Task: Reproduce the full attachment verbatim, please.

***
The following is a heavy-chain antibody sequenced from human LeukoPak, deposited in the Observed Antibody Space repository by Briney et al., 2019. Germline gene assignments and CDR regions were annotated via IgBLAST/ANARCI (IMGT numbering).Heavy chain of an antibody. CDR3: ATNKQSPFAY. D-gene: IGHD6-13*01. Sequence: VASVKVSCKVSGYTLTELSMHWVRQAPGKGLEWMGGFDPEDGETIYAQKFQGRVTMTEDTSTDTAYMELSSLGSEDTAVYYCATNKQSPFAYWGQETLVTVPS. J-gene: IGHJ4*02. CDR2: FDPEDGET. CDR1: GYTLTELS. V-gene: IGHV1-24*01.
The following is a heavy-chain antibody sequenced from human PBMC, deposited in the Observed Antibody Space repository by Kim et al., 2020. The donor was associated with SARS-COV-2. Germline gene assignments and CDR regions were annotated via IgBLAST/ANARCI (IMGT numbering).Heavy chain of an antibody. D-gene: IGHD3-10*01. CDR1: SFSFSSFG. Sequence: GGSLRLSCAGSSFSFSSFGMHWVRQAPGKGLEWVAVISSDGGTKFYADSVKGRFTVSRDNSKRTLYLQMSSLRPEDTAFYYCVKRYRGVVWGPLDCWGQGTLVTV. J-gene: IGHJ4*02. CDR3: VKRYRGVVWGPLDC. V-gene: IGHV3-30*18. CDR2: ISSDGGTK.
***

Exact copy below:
The following is a heavy-chain antibody sequenced from human LeukoPak, deposited in the Observed Antibody Space repository by Briney et al., 2019. Germline gene assignments and CDR regions were annotated via IgBLAST/ANARCI (IMGT numbering).Heavy chain of an antibody. CDR3: ATNKQSPFAY. D-gene: IGHD6-13*01. Sequence: VASVKVSCKVSGYTLTELSMHWVRQAPGKGLEWMGGFDPEDGETIYAQKFQGRVTMTEDTSTDTAYMELSSLGSEDTAVYYCATNKQSPFAYWGQETLVTVPS. J-gene: IGHJ4*02. CDR2: FDPEDGET. CDR1: GYTLTELS. V-gene: IGHV1-24*01.
The following is a heavy-chain antibody sequenced from human PBMC, deposited in the Observed Antibody Space repository by Kim et al., 2020. The donor was associated with SARS-COV-2. Germline gene assignments and CDR regions were annotated via IgBLAST/ANARCI (IMGT numbering).Heavy chain of an antibody. D-gene: IGHD3-10*01. CDR1: SFSFSSFG. Sequence: GGSLRLSCAGSSFSFSSFGMHWVRQAPGKGLEWVAVISSDGGTKFYADSVKGRFTVSRDNSKRTLYLQMSSLRPEDTAFYYCVKRYRGVVWGPLDCWGQGTLVTV. J-gene: IGHJ4*02. CDR3: VKRYRGVVWGPLDC. V-gene: IGHV3-30*18. CDR2: ISSDGGTK.